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Media Release

Guelph General Hospital Failing to Take Safety Seriously: RN assaulted, lack of protective equipment exposed

March 15, 2016

The Ontario Nurses' Association (ONA) is appalled at the lack of safety at Guelph General Hospital that has come to light in several serious incidents recently. ONA has filed a grievance against the hospital and is looking for immediate mandatory violence prevention training, a system for flagging violent patients and panic buttons for nurses working in units who do not currently possess them.

"Guelph General Hospital has flouted the laws around workplace safety meant to protect not only our dedicated registered nurses, but our patients and their families as well," said ONA President Linda Haslam-Stroud, RN. "One of our members was injured when a patient became suddenly violent, grabbed the RN's wrist, hit her in the face with a full bottle of urine, bit, punched and kicked her. Help was not readily available to the RN.

"This veteran RN had to be treated for a laceration and a deep bite, had to have blood tests for HIV and hepatitis, and is on antibiotics after the urine splashed in her eyes, nose and mouth," notes Haslam-Stroud. "Not only did the hospital subsequently fail to inform the proper individuals, its Joint Health and Safety Committee and ONA until a full five days after the incident, but the failure to communicate resulted in the same patient assaulting a family member two days later."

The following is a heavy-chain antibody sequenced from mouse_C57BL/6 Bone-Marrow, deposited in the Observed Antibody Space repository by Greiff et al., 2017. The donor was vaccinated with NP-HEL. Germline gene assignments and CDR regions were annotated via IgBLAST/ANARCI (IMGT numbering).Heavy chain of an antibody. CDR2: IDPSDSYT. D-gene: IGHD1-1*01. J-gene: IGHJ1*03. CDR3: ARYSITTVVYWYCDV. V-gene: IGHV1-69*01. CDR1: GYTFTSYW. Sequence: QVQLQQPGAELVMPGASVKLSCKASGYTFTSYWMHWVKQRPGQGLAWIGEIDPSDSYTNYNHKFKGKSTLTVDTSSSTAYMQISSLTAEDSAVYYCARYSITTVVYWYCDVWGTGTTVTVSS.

In another incident, it was revealed that the hospital has failed to stock proper protective equipment. This came to light when a patient who was contaminated arrived by ambulance and there was no personal protective equipment for staff to don in order to decontaminate the patient, nor was there a proper bay to clean the patient. Staff took the patient outside to an ambulatory area to clean off the substance with soapy water.

"Guelph General should have taken workplace safety more seriously after the shooting incident in its ER last year," said Haslam-Stroud. "Clearly, this employer must be dragged into compliance with workplace safety laws, procedures and directives. What will it take before this employer takes the appropriate action to avoid its staff, family members and others from being injured? It is imperative that this hospital take safety concerns seriously. Instituting temporary, stop-gap measures after an incident is not acceptable."

ONA is the union representing 60,000 registered nurses and allied health professionals, as well as more than 14,000 nursing student affiliates, providing care in hospitals, long-term care facilities, public health, the community, clinics and industry.

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For more information:  Ontario Nurses’ Association

Sheree Bond   (416) 964-8833, ext. 2430; cell: (416) 986-8240; shereeb@ona.org
Melanie Levenson  (416) 964-8833, ext. 2369; melaniel@ona.org

Visit us at: www.ona.org; Facebook.com/OntarioNurses; Twitter.com/OntarioNurses

 

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